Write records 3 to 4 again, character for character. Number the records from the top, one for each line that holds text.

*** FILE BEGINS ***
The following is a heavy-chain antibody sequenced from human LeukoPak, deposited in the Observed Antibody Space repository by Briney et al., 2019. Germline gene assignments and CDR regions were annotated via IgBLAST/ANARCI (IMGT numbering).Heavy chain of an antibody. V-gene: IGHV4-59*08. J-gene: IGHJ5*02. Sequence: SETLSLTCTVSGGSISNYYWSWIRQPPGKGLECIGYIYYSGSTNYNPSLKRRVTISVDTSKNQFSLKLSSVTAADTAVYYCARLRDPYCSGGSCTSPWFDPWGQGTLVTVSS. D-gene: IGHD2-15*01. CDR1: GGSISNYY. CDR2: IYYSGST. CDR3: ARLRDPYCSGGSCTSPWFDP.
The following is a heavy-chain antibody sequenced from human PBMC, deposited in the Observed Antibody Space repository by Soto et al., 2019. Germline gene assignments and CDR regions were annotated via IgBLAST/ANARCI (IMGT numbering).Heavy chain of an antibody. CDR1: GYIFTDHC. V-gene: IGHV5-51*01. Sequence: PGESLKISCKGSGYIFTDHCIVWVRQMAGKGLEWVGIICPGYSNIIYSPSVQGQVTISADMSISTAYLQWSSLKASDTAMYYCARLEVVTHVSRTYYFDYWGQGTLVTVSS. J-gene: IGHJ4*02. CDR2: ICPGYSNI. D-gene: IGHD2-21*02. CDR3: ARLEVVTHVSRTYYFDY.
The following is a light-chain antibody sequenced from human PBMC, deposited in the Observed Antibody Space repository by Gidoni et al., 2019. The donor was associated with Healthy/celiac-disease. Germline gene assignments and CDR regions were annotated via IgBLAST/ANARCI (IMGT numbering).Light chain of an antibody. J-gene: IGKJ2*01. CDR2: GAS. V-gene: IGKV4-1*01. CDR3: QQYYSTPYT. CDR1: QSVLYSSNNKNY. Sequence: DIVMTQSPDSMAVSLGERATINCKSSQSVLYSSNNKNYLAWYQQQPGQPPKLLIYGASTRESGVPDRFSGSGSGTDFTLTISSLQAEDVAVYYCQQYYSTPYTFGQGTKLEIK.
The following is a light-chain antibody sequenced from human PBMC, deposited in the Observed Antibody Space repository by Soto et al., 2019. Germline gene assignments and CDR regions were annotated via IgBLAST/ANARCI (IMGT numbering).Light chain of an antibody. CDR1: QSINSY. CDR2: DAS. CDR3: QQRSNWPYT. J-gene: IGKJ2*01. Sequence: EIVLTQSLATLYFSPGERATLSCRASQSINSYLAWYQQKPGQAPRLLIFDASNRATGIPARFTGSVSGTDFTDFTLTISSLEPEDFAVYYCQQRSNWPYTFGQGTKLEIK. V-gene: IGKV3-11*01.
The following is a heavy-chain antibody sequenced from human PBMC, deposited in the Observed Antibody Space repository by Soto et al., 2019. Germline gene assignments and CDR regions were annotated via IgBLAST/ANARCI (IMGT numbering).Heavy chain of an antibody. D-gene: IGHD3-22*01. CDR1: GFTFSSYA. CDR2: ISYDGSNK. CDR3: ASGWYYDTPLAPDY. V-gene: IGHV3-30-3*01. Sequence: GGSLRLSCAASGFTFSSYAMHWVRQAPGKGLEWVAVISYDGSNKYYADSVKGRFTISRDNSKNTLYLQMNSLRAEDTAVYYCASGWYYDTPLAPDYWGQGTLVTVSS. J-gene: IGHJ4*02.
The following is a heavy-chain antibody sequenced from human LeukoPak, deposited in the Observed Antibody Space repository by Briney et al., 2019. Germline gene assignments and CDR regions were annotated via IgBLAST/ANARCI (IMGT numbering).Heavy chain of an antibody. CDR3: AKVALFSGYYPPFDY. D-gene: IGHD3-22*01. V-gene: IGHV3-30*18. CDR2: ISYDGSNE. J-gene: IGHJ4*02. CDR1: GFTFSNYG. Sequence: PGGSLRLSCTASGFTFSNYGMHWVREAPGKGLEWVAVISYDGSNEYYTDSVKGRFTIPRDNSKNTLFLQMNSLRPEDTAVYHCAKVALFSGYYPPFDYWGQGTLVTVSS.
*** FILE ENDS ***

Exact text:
The following is a light-chain antibody sequenced from human PBMC, deposited in the Observed Antibody Space repository by Gidoni et al., 2019. The donor was associated with Healthy/celiac-disease. Germline gene assignments and CDR regions were annotated via IgBLAST/ANARCI (IMGT numbering).Light chain of an antibody. J-gene: IGKJ2*01. CDR2: GAS. V-gene: IGKV4-1*01. CDR3: QQYYSTPYT. CDR1: QSVLYSSNNKNY. Sequence: DIVMTQSPDSMAVSLGERATINCKSSQSVLYSSNNKNYLAWYQQQPGQPPKLLIYGASTRESGVPDRFSGSGSGTDFTLTISSLQAEDVAVYYCQQYYSTPYTFGQGTKLEIK.
The following is a light-chain antibody sequenced from human PBMC, deposited in the Observed Antibody Space repository by Soto et al., 2019. Germline gene assignments and CDR regions were annotated via IgBLAST/ANARCI (IMGT numbering).Light chain of an antibody. CDR1: QSINSY. CDR2: DAS. CDR3: QQRSNWPYT. J-gene: IGKJ2*01. Sequence: EIVLTQSLATLYFSPGERATLSCRASQSINSYLAWYQQKPGQAPRLLIFDASNRATGIPARFTGSVSGTDFTDFTLTISSLEPEDFAVYYCQQRSNWPYTFGQGTKLEIK. V-gene: IGKV3-11*01.